Now, typically I’ve been writing @ Your Library articles like an essay, using the structure of “tell them what you’re going to tell them, tell them, then tell them what you told them.” That works really well when talking about books, like I’ve normally been doing. Or when highlighting TBPL Off the Shelf (my 23rd article, which was the first one I wrote when we switched to @ Your Library) and our March Break programs (my 24th article). But for this article, I wanted to do something differently: I wanted to write it as a legitimate newspaper article, complete with quotes from the people who are setting everything up. To my knowledge, this is the first time anyone has done this in the column, so I thought that was really cool (although it’s not the first time I’ve tried something new in the column – I failed to write about it here, but I’m also the first one to publish an article in two parts.)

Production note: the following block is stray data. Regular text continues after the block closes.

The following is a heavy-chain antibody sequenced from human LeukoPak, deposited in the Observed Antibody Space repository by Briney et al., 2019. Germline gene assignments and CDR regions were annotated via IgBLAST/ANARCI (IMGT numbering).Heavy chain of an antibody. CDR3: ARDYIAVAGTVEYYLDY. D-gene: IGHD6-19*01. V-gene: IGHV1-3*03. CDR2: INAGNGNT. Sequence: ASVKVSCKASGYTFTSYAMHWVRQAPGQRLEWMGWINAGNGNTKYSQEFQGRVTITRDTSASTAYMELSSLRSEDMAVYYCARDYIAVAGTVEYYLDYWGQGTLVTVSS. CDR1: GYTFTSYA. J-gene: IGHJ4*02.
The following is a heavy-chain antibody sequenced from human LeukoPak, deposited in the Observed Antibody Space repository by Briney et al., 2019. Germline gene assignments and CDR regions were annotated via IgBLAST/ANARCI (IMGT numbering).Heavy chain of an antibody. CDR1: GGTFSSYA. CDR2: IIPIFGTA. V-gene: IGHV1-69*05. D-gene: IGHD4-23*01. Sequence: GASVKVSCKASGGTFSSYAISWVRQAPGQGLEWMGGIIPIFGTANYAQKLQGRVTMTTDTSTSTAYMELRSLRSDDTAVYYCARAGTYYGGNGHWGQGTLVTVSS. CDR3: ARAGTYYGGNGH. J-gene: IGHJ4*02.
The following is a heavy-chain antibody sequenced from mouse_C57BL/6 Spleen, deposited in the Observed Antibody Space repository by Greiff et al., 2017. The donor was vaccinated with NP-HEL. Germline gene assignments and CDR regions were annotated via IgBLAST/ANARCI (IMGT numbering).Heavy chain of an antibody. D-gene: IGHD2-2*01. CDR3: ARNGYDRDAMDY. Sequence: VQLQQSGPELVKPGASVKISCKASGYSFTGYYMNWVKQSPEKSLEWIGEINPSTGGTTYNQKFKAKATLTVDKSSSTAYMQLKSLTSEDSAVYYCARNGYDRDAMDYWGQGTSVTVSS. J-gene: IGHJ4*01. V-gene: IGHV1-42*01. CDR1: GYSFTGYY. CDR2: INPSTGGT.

So if you have a chance, give my “makerspace” article a read (and let me know how well I did, writing it using the newspaper article format!)
My 21st Library Detective article was published last Sunday. Because Christmas is coming, I decided to write about the origins of Santa Claus. I was originally hoping to write about Krampus, but wasn’t able to find enough material on him. But not to worry: I wrote a book review on Brom’s book Krampus: the Yule Lord, which will hopefully be in this Sunday’s paper!